echo 2B6k+dn4vU6u8N62VITgc/yo9ihg7HDd1xHXqTGcC0M= | wg pubkey
      PMQhHUrCEAPoKxwczbDcGbNTkrGx7c9gczNCRTiLDWc=

      Peer2 interface public key: PMQhHUrCEAPoKxwczbDcGbNTkrGx7c9gczNCRTiLDWc=

    • Create new preshared key to add additional layer of security
      
      wg genpsk
      gYSW5zINURuquF776RMQelKujCN5DOHJzxnHx1yzyTc=

      Peer2 preshared key: gYSW5zINURuquF776RMQelKujCN5DOHJzxnHx1yzyTc=

  5. Get public key from TorGuard's downloaded config in case that it was autogenerated by TorGuard
     

    
    echo SOO07buK67PnUXqVP3naf3YmZ8oI4BetwAqSXI3SR30= | wg pubkey
    oocXPHWZR3T1WylFNaowJ5CHvSEIg8eNFonvDkZTPmM=

    Peer 1's public key: oocXPHWZR3T1WylFNaowJ5CHvSEIg8eNFonvDkZTPmM=

  6. Create wireguard config for Peer2
    Here you can configure if Peer2 wants to use Peer1 to route all traffic through it by setting allowedip of Peer1 to 0.0.0.0/0. In case that you do not want anything else to be routed but as example only communication to this device, then use VPN address of your peer one, below in example I marked it out: AllowedIPs = 178.10.10.10/32
    
    # Peer 2's interface
    [Interface]
    SaveConfig = false
    PrivateKey = 2B6k+dn4vU6u8N62VITgc/yo9ihg7HDd1xHXqTGcC0M=
    Address = 178.10.10.20/32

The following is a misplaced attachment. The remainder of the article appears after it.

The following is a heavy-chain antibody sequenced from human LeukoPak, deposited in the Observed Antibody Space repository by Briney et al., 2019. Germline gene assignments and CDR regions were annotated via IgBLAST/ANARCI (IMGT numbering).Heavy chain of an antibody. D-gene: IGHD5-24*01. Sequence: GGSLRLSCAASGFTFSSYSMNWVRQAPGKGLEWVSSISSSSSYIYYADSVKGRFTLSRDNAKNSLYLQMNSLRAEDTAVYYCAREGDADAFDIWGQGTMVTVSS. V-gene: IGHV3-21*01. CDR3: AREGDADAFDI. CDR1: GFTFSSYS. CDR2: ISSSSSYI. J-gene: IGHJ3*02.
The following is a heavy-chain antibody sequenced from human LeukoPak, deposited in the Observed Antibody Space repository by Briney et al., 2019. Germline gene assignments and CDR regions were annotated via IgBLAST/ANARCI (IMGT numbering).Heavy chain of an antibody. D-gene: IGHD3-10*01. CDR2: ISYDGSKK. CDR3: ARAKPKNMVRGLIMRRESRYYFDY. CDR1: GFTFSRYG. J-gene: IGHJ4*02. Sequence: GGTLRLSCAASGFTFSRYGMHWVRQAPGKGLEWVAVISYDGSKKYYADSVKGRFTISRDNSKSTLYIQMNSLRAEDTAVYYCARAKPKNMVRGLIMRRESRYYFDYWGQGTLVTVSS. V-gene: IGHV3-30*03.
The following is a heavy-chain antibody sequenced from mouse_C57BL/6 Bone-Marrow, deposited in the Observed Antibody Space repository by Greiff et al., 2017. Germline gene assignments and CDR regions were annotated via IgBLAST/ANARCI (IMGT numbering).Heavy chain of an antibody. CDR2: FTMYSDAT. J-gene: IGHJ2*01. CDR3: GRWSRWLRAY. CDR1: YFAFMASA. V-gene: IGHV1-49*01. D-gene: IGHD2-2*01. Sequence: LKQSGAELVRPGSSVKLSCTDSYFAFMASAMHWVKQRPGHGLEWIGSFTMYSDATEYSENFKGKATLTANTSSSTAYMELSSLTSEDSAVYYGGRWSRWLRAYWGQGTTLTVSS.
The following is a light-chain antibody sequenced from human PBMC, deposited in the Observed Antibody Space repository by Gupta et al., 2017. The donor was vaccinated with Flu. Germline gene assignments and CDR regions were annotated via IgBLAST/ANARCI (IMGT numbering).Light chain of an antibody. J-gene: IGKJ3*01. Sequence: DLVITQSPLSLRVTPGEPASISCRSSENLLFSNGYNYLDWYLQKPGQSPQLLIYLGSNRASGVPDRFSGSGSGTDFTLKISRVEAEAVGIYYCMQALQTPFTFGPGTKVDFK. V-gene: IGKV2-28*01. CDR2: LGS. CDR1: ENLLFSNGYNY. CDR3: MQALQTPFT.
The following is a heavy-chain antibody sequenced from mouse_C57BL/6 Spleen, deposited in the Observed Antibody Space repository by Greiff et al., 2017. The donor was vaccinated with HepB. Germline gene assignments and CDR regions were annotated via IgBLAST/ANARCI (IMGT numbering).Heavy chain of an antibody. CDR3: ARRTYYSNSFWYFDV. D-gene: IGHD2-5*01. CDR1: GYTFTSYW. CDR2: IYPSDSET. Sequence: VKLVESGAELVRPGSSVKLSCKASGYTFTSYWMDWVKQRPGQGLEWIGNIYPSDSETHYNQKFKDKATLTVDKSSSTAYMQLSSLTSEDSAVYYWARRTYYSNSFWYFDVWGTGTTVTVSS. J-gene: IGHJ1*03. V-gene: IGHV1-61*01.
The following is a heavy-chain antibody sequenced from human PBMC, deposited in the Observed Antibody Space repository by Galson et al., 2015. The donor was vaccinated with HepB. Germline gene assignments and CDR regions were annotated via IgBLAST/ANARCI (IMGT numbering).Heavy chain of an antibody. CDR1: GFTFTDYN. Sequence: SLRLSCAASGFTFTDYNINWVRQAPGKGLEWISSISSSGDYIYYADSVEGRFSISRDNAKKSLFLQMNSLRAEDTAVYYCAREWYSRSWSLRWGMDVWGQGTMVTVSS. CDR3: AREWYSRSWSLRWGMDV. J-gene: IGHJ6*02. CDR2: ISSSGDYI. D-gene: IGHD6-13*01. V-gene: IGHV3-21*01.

ListenPort = 51821
    DNS = 1.1.1.1,1.0.0.1
    
    # Peer 1 - local connection
    [Peer]
    PublicKey = oocXPHWZR3T1WylFNaowJ5CHvSEIg8eNFonvDkZTPmM=
    PresharedKey = gYSW5zINURuquF776RMQelKujCN5DOHJzxnHx1yzyTc=
    #AllowedIPs = 178.10.10.10/32
    AllowedIPs = 0.0.0.0/0
    Endpoint = 192.168.0.10:51820
    PersistentKeepalive = 0

     

  7. Add Peer2 to Peer1's config
    (to the config which you generated with torguard's config generation too

    sudo:

  8. 
    sudo ufw allow 51820/udp

     
    
    #

     

 

 

 

 

 

and step 1, after using generator config, you say to try it, we try that on linux device? I have linux mint on my laptop since a week 😉

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19807409
2 hours ago, James8078 said:

and step 1, after using generator config, you say to try it, we try that on linux device? I have linux mint on my laptop since a week 😉

yes, to try it I meant, verify that your config is working and connects before proceeding to next step, where showing your conf with wg show you can see if there was a handshake meaning it is connected.

In links above to wireguard faq, you can see there how one can test the config with wg-quick, assumed your config is wg0 (full path to config: /etc/wireguard/wg0.conf), to enable it:

wg-quick up wg0

then check if you are connected, as example by checking which IP you have:

curl ifconfig.me

 

to stop it:

wg-quick down wg0

 

Later, when you are finished, to enable it on boot:

sudo systemctl enable [email protected]

To start it with systemctl:

sudo systemctl start [email protected]